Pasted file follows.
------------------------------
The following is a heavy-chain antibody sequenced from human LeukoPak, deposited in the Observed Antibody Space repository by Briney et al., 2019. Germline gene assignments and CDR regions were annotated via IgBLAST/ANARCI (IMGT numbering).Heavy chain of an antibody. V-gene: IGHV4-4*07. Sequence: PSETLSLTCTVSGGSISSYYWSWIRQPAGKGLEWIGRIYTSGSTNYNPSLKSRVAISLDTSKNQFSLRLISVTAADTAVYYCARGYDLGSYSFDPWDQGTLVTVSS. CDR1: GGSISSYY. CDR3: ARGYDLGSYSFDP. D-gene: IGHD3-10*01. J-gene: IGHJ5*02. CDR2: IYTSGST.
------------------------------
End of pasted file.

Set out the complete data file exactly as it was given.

The following is a heavy-chain antibody sequenced from human LeukoPak, deposited in the Observed Antibody Space repository by Briney et al., 2019. Germline gene assignments and CDR regions were annotated via IgBLAST/ANARCI (IMGT numbering).Heavy chain of an antibody. V-gene: IGHV4-4*07. Sequence: PSETLSLTCTVSGGSISSYYWSWIRQPAGKGLEWIGRIYTSGSTNYNPSLKSRVAISLDTSKNQFSLRLISVTAADTAVYYCARGYDLGSYSFDPWDQGTLVTVSS. CDR1: GGSISSYY. CDR3: ARGYDLGSYSFDP. D-gene: IGHD3-10*01. J-gene: IGHJ5*02. CDR2: IYTSGST.